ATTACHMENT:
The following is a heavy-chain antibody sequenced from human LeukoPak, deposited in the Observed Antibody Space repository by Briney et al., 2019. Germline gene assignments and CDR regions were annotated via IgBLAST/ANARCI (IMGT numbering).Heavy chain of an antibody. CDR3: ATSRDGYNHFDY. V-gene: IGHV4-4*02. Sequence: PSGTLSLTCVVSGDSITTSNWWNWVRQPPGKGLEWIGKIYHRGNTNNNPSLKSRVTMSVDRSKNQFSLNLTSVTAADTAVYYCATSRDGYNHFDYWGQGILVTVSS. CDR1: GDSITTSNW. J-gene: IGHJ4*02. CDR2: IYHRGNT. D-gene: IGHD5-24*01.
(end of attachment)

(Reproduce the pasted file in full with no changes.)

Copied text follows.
The following is a heavy-chain antibody sequenced from human LeukoPak, deposited in the Observed Antibody Space repository by Briney et al., 2019. Germline gene assignments and CDR regions were annotated via IgBLAST/ANARCI (IMGT numbering).Heavy chain of an antibody. CDR3: ATSRDGYNHFDY. V-gene: IGHV4-4*02. Sequence: PSGTLSLTCVVSGDSITTSNWWNWVRQPPGKGLEWIGKIYHRGNTNNNPSLKSRVTMSVDRSKNQFSLNLTSVTAADTAVYYCATSRDGYNHFDYWGQGILVTVSS. CDR1: GDSITTSNW. J-gene: IGHJ4*02. CDR2: IYHRGNT. D-gene: IGHD5-24*01.